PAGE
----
Margaret Murray: Teacher inspired by Carl Orff to become a force in musical education in Britain and around the world

Murray believed that every child had music within that could be drawn out and developed

Bernard Adams
Tuesday 28 April 2015 18:24
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Murray: she played the cello, piano and harpsichord, and sang soprano until a few weeks before her death
Murray: she played the cello, piano and harpsichord, and sang soprano until a few weeks before her death

Margaret Murray was a force in musical education in Britain and around the world for more than 50 years. She was inspired by the music and ideas of Carl Orff, who she met in Germany in the early 1950s. From 1957 she collaborated with Gunild Keetman in delivering an English-language version of the composer's seminal Orff-Schulwerk. She organised recordings in London as support to the printed texts, engaging distinguished musicians like Walter Bergmann, James Blades and Alfred Deller to provide the musical illustrations. Children from the Italia Conti School and the Children's Opera group were also involved.

She went on to deliver English versions of all five of the Schulwerk books. In the 1960s and '70s she visited hundreds of schools and teacher-training centres to promote Orff's theory and practice of musical education. Orff's chief English translator, she helped make his ideas influential in the teaching of music, from nursery level up to specialist music schools.

Rhythm and improvisation is at the core: Orff saw them as the common denominators in music, dance and language. He believed that children needed to discover, invent, improvise and compose as well as interpreting and listening to music. Murray believed that every child had music within that could be drawn out and developed. She established the Orff Society in Britain in 1964 and was its honorary secretary until she died. She had strong supporters among established educationalists, among them Sir Alex Clegg, Chief Education Officer for the West Riding of Yorkshire.

Margaret Murray was born in Lille in 1921. Her father was the British Consul there and her mother was a rather delicate American from Connecticut. Her father became an Inspector of Consulates, which took him all over the world, but when she was nine he was travelling home by boat from New York, where he had caught a bad cold. On the journey to England the cold turned to pneumonia. Nine-year-old Margaret was at prep school, waiting for her father to arrive to take her out for the day. As she said in a recent unpublished memoir: "I waited and waited and waited... my feeling of dread grew worse and worse." Four days later she learnt that he had died on the way home.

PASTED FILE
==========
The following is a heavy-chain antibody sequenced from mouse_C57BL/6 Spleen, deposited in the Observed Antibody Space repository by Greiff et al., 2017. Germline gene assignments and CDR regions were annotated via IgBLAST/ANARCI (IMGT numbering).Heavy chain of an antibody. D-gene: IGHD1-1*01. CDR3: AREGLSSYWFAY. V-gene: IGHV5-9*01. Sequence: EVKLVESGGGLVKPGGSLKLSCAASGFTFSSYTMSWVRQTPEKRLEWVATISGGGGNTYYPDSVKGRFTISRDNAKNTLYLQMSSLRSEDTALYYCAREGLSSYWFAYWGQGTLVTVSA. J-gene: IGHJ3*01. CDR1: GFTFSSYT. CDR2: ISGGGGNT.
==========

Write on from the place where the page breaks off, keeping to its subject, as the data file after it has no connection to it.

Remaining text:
Within a year Margaret was an orphan. Her widowed mother wanted to go home to the US but Margaret's father's seven sisters insisted that she should be educated in the England. Her mother succumbed to rheumatic fever and Margaret was on her own, a ward of court until she was 21. Her guardians were a solicitor friend and the oldest of the Murray aunts.

At Wycombe Abbey school it became clear that Margaret was passionate about music. She also travelled widely and learnt German. After a struggle with her guardians, who were not keen for her to be in London as war loomed, she went off in 1939 to the Royal College of Music. There she studied cello, piano under Phyllis Sellick, and also accompaniment. She remembered travelling through underground stations at night full of people sleeping on platforms. The nearest she came to doing anything "active" during the war was fire-watching in Kensington at the College of Music. "Students took it in turns to stay there in twos," she recalled, "one awake and one asleep, changing places at about two in the morning."

Leaving the College without graduating, she taught English and music at Marlborough College for two years, during which time she married Walter Jellinek, a pianist and conductor she had first met at the RCM. She then taught for a while at a prep school in Sussex where her husband was also a teacher and she remembered doodle-bugs, destined for London, flying over the playing fields. The war affected the couple and the marriage was troubled. Walter and Margaret had no children and divorced in 1961; she reverted to her maiden name.

In the 1960s and '70s Murray combined her educational work with professional engagements, playing the cello, the harpsichord and the piano with notable performers like Paul Esswood, Franz Brueggen and Walter Bergmann. She taught part-time at Darrell Primary school in London and sang in the Barnes Choir for more than 25 years.

She continued to sing second soprano in the choir until a few weeks before her death and never ceased to give her fellow singers the benefit of her wide and deep musical knowledge. On 28 March her choir sang Orff's master-work, Carmina Burana. The performance, in a church in Barnes, was dedicated to one of the composer's most ardent disciples.

Margaret Murray, musician and teacher: born Lille 11 March 1921; married 1942, Walter Jellinek (divorced 1961); died London 31 January 2015.

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